Dust From 2.5-Million-Year-Old Meteorite May Be Oldest Evidence Of An Asteroid Airburst

Traces of dust particles in Antarctic ice are 2.3-2.7 million years old, analysis suggests. This would make them the oldest legacy of an airburst: an asteroid that exploded in the atmosphere, rather than hitting the ground while large enough to leave a mark. The discovery could be the first step on a path that enables us to assess the danger of these events in future.

Asteroids or comets that leave giant impact craters when they hit the Earth can change the course of history, but airbursts are more common. As the Chelyabinsk explosion revealed, airbursts can do a fair bit of damage to those nearby – and the Tunguska event would have been far more destructive if it had hit an inhabited area. 

Indeed, according to some calculations, the cumulative threat to life from the many airbursts the Earth experiences is greater than from the much larger, but also much rarer, crater-forming events.

“All the energy is released in the atmosphere in the form of shock waves and thermal radiation,” study author Dr Matthias van Ginneken of the University of Kent told ScienceNews

Airbursts must have been happening since the Earth first gained an atmosphere, but their legacy is erased far more quickly than craters, some of which last billions of years. In most circumstances, rain, other sources of dust, and biological activity quickly remove our capacity to identify ancient airbursts. 

Ice can act as a preserver, but alpine glaciers usually carry the remnants away even where they don’t melt. This makes Antarctica – particularly parts where snow builds up slowly – the best and possibly only chance to find such evidence. 

Two sets of debris have been found in Antarctica that are thought to be from airbursts 430 and 480 thousand years ago. Now, a team led by van Ginneken have presented evidence particles more than five times as old were from a similar event.

The dust field known as BIT-58 was first found 30 years ago in Antarctica’s Allan Hills, site of the famous Martian meteorite, once thought to carry evidence of life. Around 90 percent of the particles are chondritic (coming from unmodified stony meteorites), so it was not hard to see that this was the remnant of a visitor from space, rather than a volcanic eruption. This prompted the extraction of around 100 kilograms (220 pounds) of dust-laden ice and its transfer to McMurdo Station for analysis.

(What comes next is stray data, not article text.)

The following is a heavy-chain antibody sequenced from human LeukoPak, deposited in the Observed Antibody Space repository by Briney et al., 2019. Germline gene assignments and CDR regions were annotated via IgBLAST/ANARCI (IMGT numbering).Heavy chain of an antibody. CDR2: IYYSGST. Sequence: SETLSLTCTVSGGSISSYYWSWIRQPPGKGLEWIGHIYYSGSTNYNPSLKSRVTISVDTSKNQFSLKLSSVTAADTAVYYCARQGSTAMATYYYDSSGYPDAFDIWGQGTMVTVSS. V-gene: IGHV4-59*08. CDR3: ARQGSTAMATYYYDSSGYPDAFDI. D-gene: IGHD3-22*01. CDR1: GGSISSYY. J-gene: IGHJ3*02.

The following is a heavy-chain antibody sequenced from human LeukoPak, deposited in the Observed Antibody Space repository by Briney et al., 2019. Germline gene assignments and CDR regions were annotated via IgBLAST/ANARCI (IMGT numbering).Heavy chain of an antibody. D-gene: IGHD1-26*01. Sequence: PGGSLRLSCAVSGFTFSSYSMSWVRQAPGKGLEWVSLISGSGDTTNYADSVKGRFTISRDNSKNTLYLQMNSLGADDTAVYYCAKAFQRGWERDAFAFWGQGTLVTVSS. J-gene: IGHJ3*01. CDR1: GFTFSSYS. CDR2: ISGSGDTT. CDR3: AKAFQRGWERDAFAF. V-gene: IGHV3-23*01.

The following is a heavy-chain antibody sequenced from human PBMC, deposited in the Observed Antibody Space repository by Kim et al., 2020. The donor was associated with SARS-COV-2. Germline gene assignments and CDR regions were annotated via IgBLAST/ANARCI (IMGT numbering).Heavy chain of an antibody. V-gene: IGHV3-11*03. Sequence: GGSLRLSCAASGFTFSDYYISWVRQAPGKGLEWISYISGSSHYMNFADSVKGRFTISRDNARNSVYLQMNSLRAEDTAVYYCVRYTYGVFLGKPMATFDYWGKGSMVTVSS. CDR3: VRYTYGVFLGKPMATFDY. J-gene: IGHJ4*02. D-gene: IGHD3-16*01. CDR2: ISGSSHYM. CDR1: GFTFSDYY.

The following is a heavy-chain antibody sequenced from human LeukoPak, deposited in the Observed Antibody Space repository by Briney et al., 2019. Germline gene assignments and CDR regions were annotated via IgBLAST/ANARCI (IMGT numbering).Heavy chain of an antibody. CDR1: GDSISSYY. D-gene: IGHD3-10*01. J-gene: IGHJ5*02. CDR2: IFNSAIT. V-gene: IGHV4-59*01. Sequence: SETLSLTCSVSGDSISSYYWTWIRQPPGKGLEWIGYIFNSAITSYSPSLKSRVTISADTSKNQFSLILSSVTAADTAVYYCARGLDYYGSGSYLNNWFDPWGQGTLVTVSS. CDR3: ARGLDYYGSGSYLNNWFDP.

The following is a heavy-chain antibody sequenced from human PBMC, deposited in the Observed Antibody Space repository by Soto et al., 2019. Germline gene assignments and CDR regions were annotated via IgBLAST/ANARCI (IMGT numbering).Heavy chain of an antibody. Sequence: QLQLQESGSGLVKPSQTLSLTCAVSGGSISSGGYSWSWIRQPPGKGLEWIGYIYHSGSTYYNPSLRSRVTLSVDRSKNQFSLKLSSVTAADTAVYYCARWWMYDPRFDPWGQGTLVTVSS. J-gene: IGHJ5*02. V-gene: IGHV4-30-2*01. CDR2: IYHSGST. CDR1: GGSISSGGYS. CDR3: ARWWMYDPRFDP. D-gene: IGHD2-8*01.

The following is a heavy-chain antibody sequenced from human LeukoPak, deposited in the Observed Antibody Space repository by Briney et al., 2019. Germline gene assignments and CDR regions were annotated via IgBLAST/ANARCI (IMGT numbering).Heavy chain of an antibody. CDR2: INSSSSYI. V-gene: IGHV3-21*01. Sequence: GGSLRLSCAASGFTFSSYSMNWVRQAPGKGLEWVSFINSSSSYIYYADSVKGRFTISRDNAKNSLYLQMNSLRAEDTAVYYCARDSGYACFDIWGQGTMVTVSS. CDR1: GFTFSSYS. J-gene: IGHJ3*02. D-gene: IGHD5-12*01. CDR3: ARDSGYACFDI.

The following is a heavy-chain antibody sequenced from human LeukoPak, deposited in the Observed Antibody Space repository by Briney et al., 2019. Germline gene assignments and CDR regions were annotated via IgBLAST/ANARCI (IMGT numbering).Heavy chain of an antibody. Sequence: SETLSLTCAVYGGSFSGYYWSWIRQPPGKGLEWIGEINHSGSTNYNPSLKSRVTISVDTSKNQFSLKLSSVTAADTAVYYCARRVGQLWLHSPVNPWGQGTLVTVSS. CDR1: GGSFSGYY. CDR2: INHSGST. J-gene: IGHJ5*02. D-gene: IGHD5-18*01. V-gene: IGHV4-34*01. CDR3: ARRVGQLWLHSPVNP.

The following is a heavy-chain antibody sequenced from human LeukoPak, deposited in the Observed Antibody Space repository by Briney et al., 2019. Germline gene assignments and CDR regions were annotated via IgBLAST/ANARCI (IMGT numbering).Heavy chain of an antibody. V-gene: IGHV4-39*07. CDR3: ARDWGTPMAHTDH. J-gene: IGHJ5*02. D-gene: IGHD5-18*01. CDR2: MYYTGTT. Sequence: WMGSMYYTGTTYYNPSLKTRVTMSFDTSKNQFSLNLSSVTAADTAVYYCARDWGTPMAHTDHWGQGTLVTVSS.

What was not clear when this was initially done was whether the spherules of meteoritic material came from an impact whose crater we had not yet found, or if they were the product of an airburst.

Hundreds of dust particles were found in the ice. After removing terrestrial contamination, the team studied 116 of them with an electron probe micro analyzer and an ion beam. Around 30 percent were found to be perfectly spherical, as is often the case for particles produced in atmospheric impacts.

Meteoritic spherules found in Antarctica’s Allan Hills. Chemical analysis suggests they are consistent with a type of asteroid known as an ordinary chondrite that broke up in the atmosphere
Image Courtesy of Matthias van Ginneken

The authors note the absence of microtektites that form when the heat of impact melts Earthly material, or the translucent microkrystites that condense from the impact plume. Instead, the composition matches that from “touchdown scenarios” where the jet of superheated gas, produced by parts of the asteroid vaporizing, maintains momentum until reaching the ground. Van Ginneken told ScienceNews that touchdowns are like; “A huge torch touching the ground and vaporizing everything.” One of the two younger Antarctic events also appears to have been a touchdown scenario.

“I think that my work is the first essential step to understand what residues of large airbursts look like in the geological record,” van Ginneken told IFLScience. “The next step will be to find more examples of such events, particularly in other environments (e.g., lower latitudes). This would allow us to establish a protocol to identify airburst residues with a high degree of confidence and, eventually, help us determine the frequency of such events in the past.”

Van Ginneken added; “We could try and include the spherules we already have in numerical models of airbursts, which could potentially help understand their formation and geographical distribution. This could help us figure out a link between specific properties of spherules (e.g., size range) and size of airbursts and, thus, their destructive potential.”

The study is published open access in the journal Earth and Planetary Science Letters

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